Israel just held its fourth election in two years. The future of the country’s political sphere is up in the air between Prime Minister Benjamin Netanyahu’s right-wing alliance of 52 seats and the left-wing coalition, which won 57 seats in the recent election. Both fell short of the 61-seat coalition majority required in Israel’s parliament, known as the Knesset. Does Israel’s political deadlock reveal a sharper divide within its society’s walls? Will their political leaders resolve this immobilism, and what can other countries learn from it?
Why do they need a majority?
A myriad of political parties comprises Israel’s government (which utilizes a national proportional representation system), compared to two major factions in the United States. In the most recent election, a whopping thirteen political parties divided 120 seats in the Knesset. The number of parties combined with the immense political and religious diversity that exists within the elected parties (ranging from hyper-nationalistic and religious parties to the secularist, progressive bloc) has made it virtually impossible for the parties to form a majority coalition. The lack of a majority coalition has crippled the Israeli government’s ability to address the people’s concerns and has prevented Knesset from enacting any meaningful legislation.
What is to blame?
What factors influenced Israel politics to this current point? Much of the opposition comes from corruption charges brought against Netanyahu — indicted in three separate cases involving bribery, fraud, and breach of trust — including one which accuses him of taking expensive champagne and cigars from wealthy businessmen in exchange for favors. These charges have bolstered the anti-Netanyahu parties and led to the formation of a new center-right party: New Hope. Gideon Sa’ar, who previously sought to dethrone Netanyahu from his position as leader of the Likud party, leads this party; a party that siphoned off six seats that likely would have been taken by a pro-Netanyahu faction.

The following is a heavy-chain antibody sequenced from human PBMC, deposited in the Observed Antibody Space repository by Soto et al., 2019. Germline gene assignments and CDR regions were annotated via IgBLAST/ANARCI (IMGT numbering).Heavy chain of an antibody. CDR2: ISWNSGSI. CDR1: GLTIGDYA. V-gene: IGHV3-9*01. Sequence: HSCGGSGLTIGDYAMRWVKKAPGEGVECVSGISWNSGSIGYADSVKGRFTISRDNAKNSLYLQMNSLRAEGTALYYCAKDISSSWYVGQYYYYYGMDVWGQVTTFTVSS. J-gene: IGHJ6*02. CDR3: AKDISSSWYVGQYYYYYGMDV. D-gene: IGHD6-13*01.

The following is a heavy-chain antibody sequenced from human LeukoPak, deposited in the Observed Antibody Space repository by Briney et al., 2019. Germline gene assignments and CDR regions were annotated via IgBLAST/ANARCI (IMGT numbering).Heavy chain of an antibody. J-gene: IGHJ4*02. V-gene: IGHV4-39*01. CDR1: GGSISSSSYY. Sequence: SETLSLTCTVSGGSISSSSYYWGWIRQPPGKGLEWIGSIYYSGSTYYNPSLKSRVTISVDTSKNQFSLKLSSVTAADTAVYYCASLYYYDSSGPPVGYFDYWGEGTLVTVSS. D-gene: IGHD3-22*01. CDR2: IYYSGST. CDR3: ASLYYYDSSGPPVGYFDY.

In addition, the decades-long Israel-Palestine conflict continues to divide the country, highlighted by the Ra’am party’s rise (a conservative Palestinian party) in the last election. Right-wing Zionists, embraced by Netanyahu’s coalition, polarize Arab parties, leaving little chance for an alliance between such groups. Political analysts say that if Netanyahu scrapes together a coalition majority, his will be the most conservative in Israel’s history.
Where will the country go from here?
Israel’s president, Reuven Rivlin, is responsible for choosing the candidate that he believes can forge the unconventional alliances that will finally break the country’s political stalemate. By all means, the country hopes to avoid a fifth election, although, at this point, there is no clear path out of the woods.
How has Israel been operating under gridlock?
The political deadlock has left the country without a national budget for the last two years, even in the middle of an ongoing pandemic. Ministries are unable to make long-term schedules, only planning for a month at a time. The unavoidable shortsightedness has put large infrastructure projects — such as highways or railway tracks — on hold for the foreseeable future. It will become exceedingly dangerous for the country if it continues in the long term. The gridlock is grinding Israel’s progress to a halt. In this increasingly globalizing world, every country places a part, as the COVID-19 pandemic certainly proved.